Thursday, February 14, 2013

Ash Wednesday: Lenten Disciplines for Life

[This was shared during the Ash Wednesday worship with the people of Saint Matthew Lutheran Church in Logan, Ohio on February 13. The Bible lesson was Matthew 6:1-6, 16-21.]

The sermon for tonight didn’t start out as a sermon.

It was going to be my presentation for this month’s women’s group. When the women’s group got snowed out, I posted it on my blog. Some of you have read it.

But it says what I want to share with you on this Ash Wednesday, as we begin the often misunderstood and misused season of Lent.

But, even if this is a re-run for you, you may notice things you didn’t catch when you read it on the blog.

Plus, like a DVD of a movie or TV show, there are a few added special features. In any case, I hope you find it helpful.

Many people use Lent to align themselves with Christ. They do this through the adoption of what are called spiritual disciplines. Lenten disciplines can be good, strengthening faith and helping us to love God and love others more faithfully.

But like many good things, we human beings have a way of messing up the whole idea of Lenten disciplines.

"I'm going to give up chocolate," some will announce.

"I'm not drinking beer during Lent," others might say.

"I've decided to give up cussing until Easter," they might say.

But, here's the deal: If something is getting in the way of our being Christians, isn't it also worth asking God to help us get rid of it, not just during Lent, but through our whole lives? Why is something bad during Lent, but not bad the rest of the year?

And, if something we add to our lives as our Lenten discipline helps us grow closer to Christ and to live in a more Christ-like way during Lent, can't it do the same things all year long?

If, this Lenten season, you're giving up chocolate just to lose weight, or giving up beer to please a spouse, or giving up cussing to make yourself more acceptable to some people, your "giving up" is meaningless from God's perspective.

Under such circumstances, you're not undertaking these disciplines to honor God, but as part of a self-improvement kick!

Self improvement is fine. But we shouldn’t claim anything we do just for self-improvement as a spiritual discipline, as something we’re doing for God.

Otherwise, we risk being the kinds of people Jesus condemns in tonight’s Gospel lesson:
  • People who practice piety just to be seen as pious, religious people; 
  • People who give to charity to be seen by others as generous;
  • People who pray so that others will think they’re faithful; 
  • People who fast in order to get kudos for others for being heroically self-sacrificing.
But if your intent is to grow closer to Christ and more like Christ through your discipline, it can be a very good thing.

Our Ash Wednesday liturgy mentions four disciplines most closely associated with Lent. These four disciplines might be ones you'll want to consider adopting this year.

But don’t adopt  them with the attitude that, "I'll give them up after Lent." Use Lent as a time to integrate these disciplines into your life, for keeps.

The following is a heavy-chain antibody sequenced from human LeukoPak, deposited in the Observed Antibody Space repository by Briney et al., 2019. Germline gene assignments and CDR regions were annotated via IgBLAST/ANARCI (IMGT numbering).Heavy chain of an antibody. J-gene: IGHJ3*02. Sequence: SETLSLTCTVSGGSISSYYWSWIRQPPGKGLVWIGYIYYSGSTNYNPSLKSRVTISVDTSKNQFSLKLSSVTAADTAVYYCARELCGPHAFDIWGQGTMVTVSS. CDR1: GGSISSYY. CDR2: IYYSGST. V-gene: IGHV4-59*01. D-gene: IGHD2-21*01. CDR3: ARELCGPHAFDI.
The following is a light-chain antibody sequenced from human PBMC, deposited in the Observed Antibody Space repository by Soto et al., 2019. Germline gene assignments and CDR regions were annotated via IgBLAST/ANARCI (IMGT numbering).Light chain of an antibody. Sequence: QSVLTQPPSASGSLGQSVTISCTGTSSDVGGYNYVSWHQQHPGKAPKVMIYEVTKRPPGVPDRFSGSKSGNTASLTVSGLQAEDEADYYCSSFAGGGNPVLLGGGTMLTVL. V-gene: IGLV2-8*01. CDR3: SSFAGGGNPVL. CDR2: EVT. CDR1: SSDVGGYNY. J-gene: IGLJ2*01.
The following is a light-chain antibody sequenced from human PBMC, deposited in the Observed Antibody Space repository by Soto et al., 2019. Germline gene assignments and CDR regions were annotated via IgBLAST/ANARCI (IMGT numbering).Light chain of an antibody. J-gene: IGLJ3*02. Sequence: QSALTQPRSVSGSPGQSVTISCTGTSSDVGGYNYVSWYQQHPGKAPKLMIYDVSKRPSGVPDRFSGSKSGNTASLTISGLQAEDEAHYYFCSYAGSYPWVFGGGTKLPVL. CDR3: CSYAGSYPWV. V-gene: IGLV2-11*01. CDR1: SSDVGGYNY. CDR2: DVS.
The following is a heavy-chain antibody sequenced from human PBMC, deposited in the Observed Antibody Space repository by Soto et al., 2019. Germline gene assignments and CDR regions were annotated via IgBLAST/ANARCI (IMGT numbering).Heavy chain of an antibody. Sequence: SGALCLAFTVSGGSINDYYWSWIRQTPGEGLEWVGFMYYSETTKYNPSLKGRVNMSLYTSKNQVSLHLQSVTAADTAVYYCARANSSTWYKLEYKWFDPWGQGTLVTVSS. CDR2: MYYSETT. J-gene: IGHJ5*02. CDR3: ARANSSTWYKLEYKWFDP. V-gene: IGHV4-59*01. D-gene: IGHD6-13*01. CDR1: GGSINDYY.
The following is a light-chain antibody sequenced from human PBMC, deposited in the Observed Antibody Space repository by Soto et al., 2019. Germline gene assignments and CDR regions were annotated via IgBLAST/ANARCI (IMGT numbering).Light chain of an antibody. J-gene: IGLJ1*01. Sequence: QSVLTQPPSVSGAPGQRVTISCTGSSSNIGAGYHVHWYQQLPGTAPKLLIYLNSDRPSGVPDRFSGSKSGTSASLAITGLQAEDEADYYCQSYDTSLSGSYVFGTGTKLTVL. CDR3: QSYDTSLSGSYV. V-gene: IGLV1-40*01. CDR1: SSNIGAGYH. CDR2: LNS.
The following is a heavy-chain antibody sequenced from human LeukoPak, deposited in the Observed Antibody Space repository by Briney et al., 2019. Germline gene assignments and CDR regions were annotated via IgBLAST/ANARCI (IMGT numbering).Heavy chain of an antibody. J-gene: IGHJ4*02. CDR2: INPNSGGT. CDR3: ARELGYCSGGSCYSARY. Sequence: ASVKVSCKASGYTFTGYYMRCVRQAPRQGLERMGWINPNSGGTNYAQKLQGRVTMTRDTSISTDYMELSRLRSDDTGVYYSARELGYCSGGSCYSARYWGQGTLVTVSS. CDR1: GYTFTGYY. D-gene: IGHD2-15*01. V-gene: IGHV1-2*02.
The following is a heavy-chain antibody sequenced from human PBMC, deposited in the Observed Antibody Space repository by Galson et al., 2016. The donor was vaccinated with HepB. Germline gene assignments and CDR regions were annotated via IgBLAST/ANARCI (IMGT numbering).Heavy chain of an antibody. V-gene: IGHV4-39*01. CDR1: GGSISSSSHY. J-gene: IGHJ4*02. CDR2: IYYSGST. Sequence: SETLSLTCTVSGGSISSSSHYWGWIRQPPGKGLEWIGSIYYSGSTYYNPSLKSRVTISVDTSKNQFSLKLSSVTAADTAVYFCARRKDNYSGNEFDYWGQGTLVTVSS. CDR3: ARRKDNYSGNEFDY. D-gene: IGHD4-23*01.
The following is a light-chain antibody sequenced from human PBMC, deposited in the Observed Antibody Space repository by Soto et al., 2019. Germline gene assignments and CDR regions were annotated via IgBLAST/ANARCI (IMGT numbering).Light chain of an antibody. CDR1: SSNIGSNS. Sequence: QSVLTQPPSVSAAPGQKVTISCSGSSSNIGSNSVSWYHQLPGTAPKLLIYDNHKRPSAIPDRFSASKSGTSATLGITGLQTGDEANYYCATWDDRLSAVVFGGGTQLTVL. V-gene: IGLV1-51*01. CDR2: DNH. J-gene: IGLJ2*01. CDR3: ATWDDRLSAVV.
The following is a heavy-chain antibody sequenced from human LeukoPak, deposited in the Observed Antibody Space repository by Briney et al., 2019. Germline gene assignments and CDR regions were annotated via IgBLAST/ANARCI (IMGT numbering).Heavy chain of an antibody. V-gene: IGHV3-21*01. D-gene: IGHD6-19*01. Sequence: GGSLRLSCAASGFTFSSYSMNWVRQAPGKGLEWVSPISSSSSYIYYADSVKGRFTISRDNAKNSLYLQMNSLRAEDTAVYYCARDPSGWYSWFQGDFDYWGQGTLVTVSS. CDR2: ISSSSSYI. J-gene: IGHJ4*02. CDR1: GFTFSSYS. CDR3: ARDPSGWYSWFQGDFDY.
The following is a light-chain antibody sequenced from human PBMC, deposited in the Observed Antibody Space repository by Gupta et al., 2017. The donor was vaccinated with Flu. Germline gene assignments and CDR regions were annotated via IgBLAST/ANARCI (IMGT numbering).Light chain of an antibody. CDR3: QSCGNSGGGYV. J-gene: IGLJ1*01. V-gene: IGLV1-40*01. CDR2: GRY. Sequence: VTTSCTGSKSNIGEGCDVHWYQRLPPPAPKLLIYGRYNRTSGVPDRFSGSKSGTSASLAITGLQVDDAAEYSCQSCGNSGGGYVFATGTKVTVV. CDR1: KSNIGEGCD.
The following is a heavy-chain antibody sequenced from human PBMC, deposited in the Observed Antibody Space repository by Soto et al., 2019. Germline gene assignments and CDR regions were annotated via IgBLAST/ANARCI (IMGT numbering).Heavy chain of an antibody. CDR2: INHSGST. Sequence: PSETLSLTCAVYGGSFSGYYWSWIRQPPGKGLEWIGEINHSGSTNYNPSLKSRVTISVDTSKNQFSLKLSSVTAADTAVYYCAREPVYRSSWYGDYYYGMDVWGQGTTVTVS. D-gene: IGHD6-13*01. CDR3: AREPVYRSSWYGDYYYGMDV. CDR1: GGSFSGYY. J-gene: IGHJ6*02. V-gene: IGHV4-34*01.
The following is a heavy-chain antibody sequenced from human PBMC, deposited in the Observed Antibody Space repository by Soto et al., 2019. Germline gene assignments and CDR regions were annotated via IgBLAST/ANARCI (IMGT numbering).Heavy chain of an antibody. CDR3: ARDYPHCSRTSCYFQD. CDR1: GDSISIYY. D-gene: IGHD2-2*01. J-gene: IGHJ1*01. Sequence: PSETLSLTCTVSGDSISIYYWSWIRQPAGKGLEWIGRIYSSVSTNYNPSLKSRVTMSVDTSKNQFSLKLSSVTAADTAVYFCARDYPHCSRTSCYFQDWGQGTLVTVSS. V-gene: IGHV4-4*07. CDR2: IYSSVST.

The first Lenten discipline the liturgy mentions is repentance.

Repentance gets a bad rap. It's often seen as a humiliating exercise in which we make ourselves miserable for our sin.

Confession and sorrow for sin are parts of authentic repentance, but the main words used in the Bible for repent tell a fuller story. Simply put, repentance is changing the direction of our lives, changing our minds to think more like God. We refuse to walk away from Christ and instead, turn around to walk toward Him and the way of life He has pioneered for us. [See Hebrews 2:10-13 and Hebrews 12:1-2.]

Knowing that Christ has died to save us from paying the price for our own sins, we ask God for the power to live a life in which the will of God is our highest priority.

Repentance can be a painful thing because it means owning up to our sins, imperfections, and need of God.

But repentance is also a joyful thing because through it, God gives us forgiveness, fresh starts, and the power of the Holy Spirit to help us live the life God has made for all who believe in Jesus.

Christians who choose repentance for their Lenten discipline would do well to adopt the prayer of King David, found in Psalm 139:23-24: “Search me, O God...See if there is any wicked way in me, and lead me in the way everlasting.” When we repent, we ask God to show us our errors and change the course our lives are taking, steering us toward Christ and new life!

A second discipline mentioned in our Ash Wednesday liturgy is fasting. Fasting can mean simply doing away with things that get in the way of our following Christ or living life God's way. It may also mean doing without some things that aren’t bad in themselves--things like food, hours on the computer or watching TV, going to sporting events, window shopping at the mall--that keep us from prayer, worship, reading Scripture, attending to our primary relationships, or serving others.

I always suggest replacing the thing from which a person fasts with a positive, God-honoring activity. When we vacate a bad habit, it leaves a hole in our lives and schedules. It’s too tempting to indulge the behavior from which you’re fasting if you don’t have something good to take its place. If you've decided, for example, to give up watching television one night a week, you'll be able to follow through on your discipline and imbue it with some meaning beyond being a forty-day stunt of your will, if you use your usual TV time volunteering at a food bank.